The Cottage Coach is back with a series of backyard builds that will help you embrace more of the outdoors this summer! For the grillmaster in your family, this DIY barbecue cart will up the stakes when steak is on the menu. Check out the video below to see all three of the builds come to life, and read on to learn how to build your own rolling barbecue side table.
Here’s what you’ll need:
• 2x4x8 cedar 5
• Deck boards cedar 24′
• ½″ Iron pipe 10″
• ½″ Iron pipe 90° 4
• ½″ Iron pipe T connector 4
• ½″ Iron pipe flange 4
• Castors 2
• 2 ½″ Deck screws
• 1 ¼″ Deck screws
Determine the size of your cart. This will be different for everyone. You’ll be using deck boards, so you’ll have to work with the standard deck board width ( approx. 5 ½”). Once you’ve determined the length and width of your cart, you can build your upper and lower frame around that.
Build your frame with 45-degree angles instead of using butt joints. These mitred corners will create a cleaner look.
Once you’ve cut the pieces for your frame, lay everything upside down to assemble. This will ensure your top surface is flush.
After making sure that all of your pieces fit together, you can assemble your frames with deck screws. First, screw your frame together. Then lay your deck boards. Finally, attach the inner rails on the underside of the deck boards to hold them in place.
Your inner rail will be what the deck boards sit on. You can buy one-inch pine, or rip some leftover deck board to save on costs. Attach the rails and legs to the inside of the frame using screws. Once that’s complete, you’ll want to do the exact same steps for the lower frame, with the exception of the legs. Leave a space in the corners for the legs to be inserted.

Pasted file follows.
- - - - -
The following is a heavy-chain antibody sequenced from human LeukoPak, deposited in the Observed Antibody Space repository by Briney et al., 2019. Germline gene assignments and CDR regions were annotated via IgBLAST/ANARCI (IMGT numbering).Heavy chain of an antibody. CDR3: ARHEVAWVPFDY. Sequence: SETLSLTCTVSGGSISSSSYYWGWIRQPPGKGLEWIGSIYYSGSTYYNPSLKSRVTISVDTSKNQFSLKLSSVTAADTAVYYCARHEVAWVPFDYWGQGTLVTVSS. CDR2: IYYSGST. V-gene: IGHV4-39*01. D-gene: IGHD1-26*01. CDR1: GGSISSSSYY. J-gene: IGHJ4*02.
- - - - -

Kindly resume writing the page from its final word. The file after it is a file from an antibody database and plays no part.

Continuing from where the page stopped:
Flip your upper frame over and insert the 2×4 legs into the lower frame. With a little help, the lower frame should slide up the legs to your desired height. To make sure that it’s level, measure from the bottom up on each of the legs. Screw the frame to the legs from the inside through the legs.
It’s time to add your casters to the legs. You’ll only be adding casters to two of the legs. This will allow you to move the cart when needed, but you won’t be chasing it all over your backyard on windy afternoons. Measure the height of your casters and remove that length from two of your legs. These should be on the same end of the cart, with legs that are spaced closely together.
You can add your deck boards to the lower shelf at this point. Because the legs are attached to the inside of the frame, you’ll need to jigsaw out the two end boards to fit around them.
If you’d like to add a bit of colour, you can use stain or paint, but give them a quick sand so that the wood absorbs the paint better. Cottage Coach tip: use 220-grit sandpaper for a nice, smooth finish.
And for a design accent, add a half-inch iron pipe handle to your upper frame. Before attaching it, spray the pipe with a clear coat or rust paint.
This simple DIY build can be done in an afternoon, and will add an elegant touch to your outdoor dining area.
And if you’re dining outdoors, be sure to protect yourself against mosquitoes with the OFF! Backyard Mosquito Lamp so you can have a meal without being one.
For more DIY builds from the Cottage Coach, check out these projects: